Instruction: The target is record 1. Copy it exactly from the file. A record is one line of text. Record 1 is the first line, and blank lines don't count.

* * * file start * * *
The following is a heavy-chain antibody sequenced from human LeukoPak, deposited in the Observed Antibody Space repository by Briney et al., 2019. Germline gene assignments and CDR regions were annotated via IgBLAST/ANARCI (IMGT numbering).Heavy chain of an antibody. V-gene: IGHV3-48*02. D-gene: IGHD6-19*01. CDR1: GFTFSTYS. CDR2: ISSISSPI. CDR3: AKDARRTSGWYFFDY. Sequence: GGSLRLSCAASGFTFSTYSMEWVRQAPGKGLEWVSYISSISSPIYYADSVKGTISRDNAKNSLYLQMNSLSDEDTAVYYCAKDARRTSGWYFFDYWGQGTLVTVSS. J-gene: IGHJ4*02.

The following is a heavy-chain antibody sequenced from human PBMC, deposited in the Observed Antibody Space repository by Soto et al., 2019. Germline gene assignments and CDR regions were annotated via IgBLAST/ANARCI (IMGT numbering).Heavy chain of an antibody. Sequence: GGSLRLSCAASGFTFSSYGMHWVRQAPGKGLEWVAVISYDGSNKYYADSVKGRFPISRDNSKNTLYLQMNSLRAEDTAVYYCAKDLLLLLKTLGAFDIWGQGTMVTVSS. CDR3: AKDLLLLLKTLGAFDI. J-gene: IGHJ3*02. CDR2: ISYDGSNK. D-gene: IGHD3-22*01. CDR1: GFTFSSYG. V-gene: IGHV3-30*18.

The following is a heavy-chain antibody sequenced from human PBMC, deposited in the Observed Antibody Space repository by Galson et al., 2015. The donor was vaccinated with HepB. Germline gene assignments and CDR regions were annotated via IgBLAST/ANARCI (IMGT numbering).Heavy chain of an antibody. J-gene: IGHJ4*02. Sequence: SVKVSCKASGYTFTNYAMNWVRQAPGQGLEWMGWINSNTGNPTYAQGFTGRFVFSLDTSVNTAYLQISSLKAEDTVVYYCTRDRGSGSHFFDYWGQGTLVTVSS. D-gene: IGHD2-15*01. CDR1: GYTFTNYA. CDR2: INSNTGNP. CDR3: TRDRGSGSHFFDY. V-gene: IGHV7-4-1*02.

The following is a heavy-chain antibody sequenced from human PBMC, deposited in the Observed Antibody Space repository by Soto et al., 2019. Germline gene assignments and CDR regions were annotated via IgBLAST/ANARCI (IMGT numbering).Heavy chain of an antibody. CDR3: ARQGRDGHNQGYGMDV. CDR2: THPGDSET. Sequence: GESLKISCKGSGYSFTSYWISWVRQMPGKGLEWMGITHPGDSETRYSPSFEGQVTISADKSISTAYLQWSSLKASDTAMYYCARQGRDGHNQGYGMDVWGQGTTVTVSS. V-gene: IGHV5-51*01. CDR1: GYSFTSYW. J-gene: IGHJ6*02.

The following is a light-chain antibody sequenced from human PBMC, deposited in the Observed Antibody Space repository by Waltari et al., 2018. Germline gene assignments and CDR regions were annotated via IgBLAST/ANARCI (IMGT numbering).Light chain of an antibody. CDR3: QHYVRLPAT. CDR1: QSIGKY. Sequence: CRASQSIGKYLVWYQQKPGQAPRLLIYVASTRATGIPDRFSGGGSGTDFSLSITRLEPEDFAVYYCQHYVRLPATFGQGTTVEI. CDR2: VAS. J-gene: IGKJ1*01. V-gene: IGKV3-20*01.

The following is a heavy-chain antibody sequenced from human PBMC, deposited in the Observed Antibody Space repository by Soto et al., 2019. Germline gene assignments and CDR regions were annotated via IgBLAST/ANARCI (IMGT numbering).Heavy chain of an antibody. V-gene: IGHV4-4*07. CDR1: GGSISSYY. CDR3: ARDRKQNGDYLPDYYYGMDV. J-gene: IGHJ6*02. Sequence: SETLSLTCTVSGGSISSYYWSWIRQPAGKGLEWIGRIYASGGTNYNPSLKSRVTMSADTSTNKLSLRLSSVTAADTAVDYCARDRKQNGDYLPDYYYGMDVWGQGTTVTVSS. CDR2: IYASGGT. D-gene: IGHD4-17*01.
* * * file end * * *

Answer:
The following is a heavy-chain antibody sequenced from human LeukoPak, deposited in the Observed Antibody Space repository by Briney et al., 2019. Germline gene assignments and CDR regions were annotated via IgBLAST/ANARCI (IMGT numbering).Heavy chain of an antibody. V-gene: IGHV3-48*02. D-gene: IGHD6-19*01. CDR1: GFTFSTYS. CDR2: ISSISSPI. CDR3: AKDARRTSGWYFFDY. Sequence: GGSLRLSCAASGFTFSTYSMEWVRQAPGKGLEWVSYISSISSPIYYADSVKGTISRDNAKNSLYLQMNSLSDEDTAVYYCAKDARRTSGWYFFDYWGQGTLVTVSS. J-gene: IGHJ4*02.